Today is Donnerstag, 15th November 2018

Galaxy Nexus: Accessing the embedded secure element and insights into Google Wallet.

Recently the XDA-Developer lukegb described how to run the current version of Google Wallet on the Samsung Galaxy Nexus. There are also other approaches to modify Google Wallet. The devices need to be rooted in order to have all the rights in order to access the embedded secure element of the device. Google Wallet is configured (partly hardcoded) to use the embedded secure element.

Developers can access the embedded secure element with the classes in the package, especially the and To run applications using these features, you require a special certificate to sign your app. If your device is rooted, you can overcome this „problem“ (= security feature). Currently the API as well as the access condition management (PKCS#15) do neighter comply to the suggestions of the GSMA nor the SIMAlliance.

What can you do?

As a developer you won’t have the keys to the embedded secure element. Therefore you cannot load, delete or modify applications in the secure element (so called applets). According to Google, First Data holds these keys securely. But in the code of Google Wallet there as two AIDs of applets given.

At first there is the card Manager A000000003000000 and secondly the AID of the wallet itself: A000000476201000. You can try selecting them and get some data of the wallet applet using 80CA9F7F00 or 80CA004200.

OTA Management included

Google’s Wallet also includes the OTA Management client acting as the proxy application between the embedded secure element as well as the backend system. The wallet contains URLs such as „“ or
„“ which indicate that the TSM Service of SK C&C is contacted. Also the email-address is used for Google’s Cloud to Device Messaging (C2DM).

During startup of the wallet, the server is contacted and the log output looks the following (x-ed out the TID, the IMEI and the Device ID). It seems that this information is sent to the backend server.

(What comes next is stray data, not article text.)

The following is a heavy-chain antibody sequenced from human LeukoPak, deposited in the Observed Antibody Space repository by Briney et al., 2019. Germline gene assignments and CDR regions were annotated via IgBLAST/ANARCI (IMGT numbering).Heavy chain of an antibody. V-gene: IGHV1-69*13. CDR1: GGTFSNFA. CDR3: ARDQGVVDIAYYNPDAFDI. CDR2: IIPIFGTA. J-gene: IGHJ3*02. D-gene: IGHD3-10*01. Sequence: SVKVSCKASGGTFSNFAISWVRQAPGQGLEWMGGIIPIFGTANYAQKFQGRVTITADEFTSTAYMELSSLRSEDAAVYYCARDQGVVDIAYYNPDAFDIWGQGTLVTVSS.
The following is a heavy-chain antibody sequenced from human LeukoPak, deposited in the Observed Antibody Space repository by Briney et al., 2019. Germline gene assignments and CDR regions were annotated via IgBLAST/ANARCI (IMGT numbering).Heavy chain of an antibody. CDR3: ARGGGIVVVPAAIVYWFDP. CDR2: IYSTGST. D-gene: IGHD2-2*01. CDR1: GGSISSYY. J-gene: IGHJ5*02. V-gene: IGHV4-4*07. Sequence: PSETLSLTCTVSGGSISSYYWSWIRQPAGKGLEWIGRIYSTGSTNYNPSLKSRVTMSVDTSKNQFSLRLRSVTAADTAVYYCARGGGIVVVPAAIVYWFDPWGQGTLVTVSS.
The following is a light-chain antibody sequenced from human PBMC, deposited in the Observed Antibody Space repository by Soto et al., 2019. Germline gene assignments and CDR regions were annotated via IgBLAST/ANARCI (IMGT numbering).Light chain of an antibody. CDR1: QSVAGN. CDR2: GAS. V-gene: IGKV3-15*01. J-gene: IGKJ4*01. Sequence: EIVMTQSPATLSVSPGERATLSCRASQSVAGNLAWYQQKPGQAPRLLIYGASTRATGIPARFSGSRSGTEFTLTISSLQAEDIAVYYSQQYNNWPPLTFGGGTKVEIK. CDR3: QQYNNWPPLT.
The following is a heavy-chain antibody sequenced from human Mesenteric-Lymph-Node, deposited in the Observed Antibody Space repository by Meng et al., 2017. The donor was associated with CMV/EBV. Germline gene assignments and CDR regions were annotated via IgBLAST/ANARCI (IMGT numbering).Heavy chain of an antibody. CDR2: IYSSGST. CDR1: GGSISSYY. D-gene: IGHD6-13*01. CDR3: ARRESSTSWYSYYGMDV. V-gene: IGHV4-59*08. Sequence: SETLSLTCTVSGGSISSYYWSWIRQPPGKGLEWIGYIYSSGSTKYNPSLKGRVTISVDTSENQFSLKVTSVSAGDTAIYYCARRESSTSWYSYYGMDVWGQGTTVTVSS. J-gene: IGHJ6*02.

E/TelephonyManager(  556): Original:, new:
D/OTA     (  556): PseudoIMEI = xxxxxxxxxxxxxxxxxxxxx
D/OTA     (  556): deviceID = xxxxxxxxxxxxxxxxxxxxx
D/OTA     (  556): MSISDN =
D/OTA     (  556): RADIO TYPE = GSM
D/OTA     (  556): MNO =
D/OTA     (  556): intentAction = com.skcc.gtec.otaproxy.SCREEN_UNLOCK
D/OTA     (  556): onStartCommand act = StoreRegID
D/OTA     (  556): onStartCommand serviceID = null
D/OTA     (  556): onStartCommand tid = xxxxxxxxxxxxxxxxxxxxx
D/OTA     (  556): onStartCommand instance_seq = null
D/OTA     (  556): onStartCommand mode = pull
D/OTA     (  556): onStartCommand appletAID = null
D/OTA     (  556): onStartCommand instanceAID = null
D/OTA     (  556): onStartCommand appletVersion = null
D/OTA     (  556): getIsConnect netFlag = false
D/OTA     (  556): act = StoreRegID

A detail security analysis by viaForensic can be found here.

MNOs, the SIM and SEEK

Currently Google Wallet is only available to customers of Sprint. What’s important here is, that Sprint runs a CDMA network, where no SIM card is required. So the only secure element in the device is the embedded secure element from Google. To say it the other way around: Sprint needs the embedded secure element of Google for NFC payments. Therefore Google did a good deal to enter the market, as the other MNOs — such as Verizone — want the SIM card be the secure element (the only!) in the device.

Yet there is no API in the devices for accessing the SIM cards. Additionally also a secure layer is needed in order to manage the access to the applets on the UICC and/or the embedded secure element. The GSMA and the SIMAlliance already agreed on a method (which was proposed by Gemalto). This method is already implemented in the most current version of SEEK, which can be directly integrated into Android.

NFC enabled Android devices without an embedded secure element can be manufactured with a PN544 (without embedded secure element, only SWP support) instead of the PN65n. This is possible as both chips have the identical PINs. There are already models of the Samsung Galaxy S II without embedded secure element.

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